The most common reefs that people crash their ships on in the payments industry is in the areas of onboarding and KYC – “know your customer”. If you look at PayPal’s point of sale system as a use case, the biggest stumbling block they hit was the ability to get through onboarding. There are a lot of intricacies when it comes to payments. For example, the address of a storefront could be different than the address of the actual business location. The data that we rely on in the payments space could be “dirty,” meaning that its incomplete or inconsistent. As a result, there are a lot of scenarios that make it difficult to get through the onboarding process. This in turn affects the ability to take on merchants or vet new partners, which prevents the ability for a business to grow.
How will YapStone continue to compete in the payments space?
From a competitive standpoint, the payments space is a crowded arena and most of the leading players are competing with each other for similar use cases. There are a lot of acquisitions going on and this consolidation makes it even more difficult for new entrants to compete. In our case, we are tackling a space that is under addressed by technology. We’re competing with the paper check instead of other technology spaces, which allows us to avoid this bear trap of competitive risk. I have seen the industry adopt a broad focus on consumer plays, but I haven’t seen the same degree of verticalization outside of YapStone. YapStone is a leader in this model and we are very far ahead of anyone else in our space when it comes to domain expertise.
Tell us which innovations in the payment industry have piqued your attention?
The innovations that I’ve paid a lot of attention to in the last few years is the big shift in notions of brand in the payments industry. Let me unpack that a bit. Before, when a customer made an online purchase they would “Pay with PayPal”, and PayPal would be the brand they saw. In that way, you’ve disempowered the merchant. This makes sense when there is a small merchant that people may not trust because they can trust PayPal. However, once these merchants grow larger, there is a brand standing between them and their customer.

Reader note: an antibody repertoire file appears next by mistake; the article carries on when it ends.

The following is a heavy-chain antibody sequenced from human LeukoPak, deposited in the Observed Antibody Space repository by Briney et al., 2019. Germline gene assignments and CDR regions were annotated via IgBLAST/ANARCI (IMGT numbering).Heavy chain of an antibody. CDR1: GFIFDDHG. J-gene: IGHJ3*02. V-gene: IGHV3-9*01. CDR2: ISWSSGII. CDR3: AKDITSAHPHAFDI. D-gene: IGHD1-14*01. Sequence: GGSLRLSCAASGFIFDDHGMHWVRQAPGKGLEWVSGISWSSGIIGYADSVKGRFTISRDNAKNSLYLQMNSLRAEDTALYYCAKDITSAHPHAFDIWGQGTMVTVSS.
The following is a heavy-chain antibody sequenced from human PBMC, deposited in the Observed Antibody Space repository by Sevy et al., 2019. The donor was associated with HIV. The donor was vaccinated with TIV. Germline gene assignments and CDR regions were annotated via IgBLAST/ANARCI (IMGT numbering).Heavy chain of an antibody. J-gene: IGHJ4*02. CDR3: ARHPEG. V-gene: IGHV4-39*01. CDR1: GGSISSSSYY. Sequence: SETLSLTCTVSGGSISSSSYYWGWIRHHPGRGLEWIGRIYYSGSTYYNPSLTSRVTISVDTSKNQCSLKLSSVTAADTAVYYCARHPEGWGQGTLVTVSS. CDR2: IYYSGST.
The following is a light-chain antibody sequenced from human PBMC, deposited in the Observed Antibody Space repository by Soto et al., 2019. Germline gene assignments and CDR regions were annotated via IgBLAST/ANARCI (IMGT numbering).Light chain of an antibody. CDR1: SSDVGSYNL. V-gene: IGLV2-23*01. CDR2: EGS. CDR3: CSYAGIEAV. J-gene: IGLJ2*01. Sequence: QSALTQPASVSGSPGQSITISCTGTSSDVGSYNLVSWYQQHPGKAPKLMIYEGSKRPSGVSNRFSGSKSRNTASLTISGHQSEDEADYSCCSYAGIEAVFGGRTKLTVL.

In the last few years, the payments companies that have emerged are not so motivated to take control of this branded experience and are instead shifting into a role that empowers other brands. For instance, when a customer uses YapStone to make a payment, they see the company we’re powering. By relinquishing this
co-branded experience, businesses are able to grow without experiencing a tug of war with their payment providers.
When it comes to collaboration and how people work, can you tell us which technological innovations you’re most interested in?
Virtualization enables us to do some cool things. I’m a big fan of doing development on branches – yet this is difficult when you have a small number of shared development and QA environments. Virtualization enables every engineer to have their own virtualized data center and run a full stack from a development branch that is isolated from unrelated work. With this approach, handoffs of work can be done via branch names, teams can ensure that everything that is necessary to deploy a system is reproducible from the source, and unrelated work streams are insulated from each other.
Give us a personal insight that most people would be surprised about?
I’ve done a fair bit of Autocross, which is a form of car racing in which drivers compete against the clock instead of other cars. I get to drive with a normal street car on a track and it’s a lot of fun.